Google remembers the man who predicted the Internet

21st July 2017
Google  remembers the man who predicted the Internet

Doodle marks 106th birthday of media guru Marshall McLuhan
July 21 2017:  Google has replaced its logo on the search page today with a doodle to mark the 106th birth anniversary of Marshall McLuhan ( 1911-1980),  Canada-born academic and media guru, the man who  with startling prescience, seemed to predict the Internet and the Information Age, 30 years before it happened.
In the 1960s, he coined the term "Global village", where everyone had access to the same information through technology.  Today we understand it to be an apt term for the Internet Age. 
Even the term "surfing" that  we use to indicate browsing the world wide web was something he foresaw calling it a "rapid, irregular and multi-directional movement through a heterogeneous body of documents or knowledge".
 He is perhaps best known for the aphorism: "The Medium is the Message" ,  calling  attention to  the  effect of the new  communications media. He gave as an example, the  light bulb  which does not have content in the way that a newspaper has articles or a television has programs, yet it is a medium that has a social effect; that is, a light bulb enables people to create spaces during nighttime that would otherwise be enveloped by darkness..
We have compiled  below, other  "McLuhanismns" where  he  was  uncanny in his ability to foresee future technology directions ... and its pitfalls. For example, see his  dire  warnings about  official inroads into personal privacy... a matter that is even now engaging the Supreme Court in India.  And inspite of pushing people to a cashless society, as the Indian government has been doing since demonetization, it can never  take away the attraction of cash for the  less advantaged. McLuhan puts this with razor sharp wit:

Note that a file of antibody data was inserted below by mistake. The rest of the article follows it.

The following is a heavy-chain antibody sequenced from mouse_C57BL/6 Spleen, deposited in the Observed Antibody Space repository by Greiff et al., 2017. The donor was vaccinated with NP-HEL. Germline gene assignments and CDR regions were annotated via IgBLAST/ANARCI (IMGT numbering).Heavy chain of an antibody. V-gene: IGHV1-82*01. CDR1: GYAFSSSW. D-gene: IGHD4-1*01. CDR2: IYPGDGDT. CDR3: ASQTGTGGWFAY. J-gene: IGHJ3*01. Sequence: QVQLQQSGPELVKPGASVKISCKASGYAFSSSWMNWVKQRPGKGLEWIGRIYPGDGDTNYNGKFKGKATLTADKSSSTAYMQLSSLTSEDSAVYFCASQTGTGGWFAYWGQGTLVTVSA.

"Information Overload": One of the effects of living with electric information is that we live habitually in a state of information overload. There's always more than you can cope with.
"Edutainment": Anyone who tries to make a distinction between education and entertainment doesn't know the first thing about either.
Speed  of technology change: If it works, it's obsolete!
Man v Machine: Computers can do better than ever,  what needn’t be done at all. Making sense is still a human monopoly
Privacy: Privacy invasion is now one of biggest knowledge industries
Hardware v. software: The hardware world tends to move into software form, at the speed of light.
Electronic money: Money is the poor man’s credit card.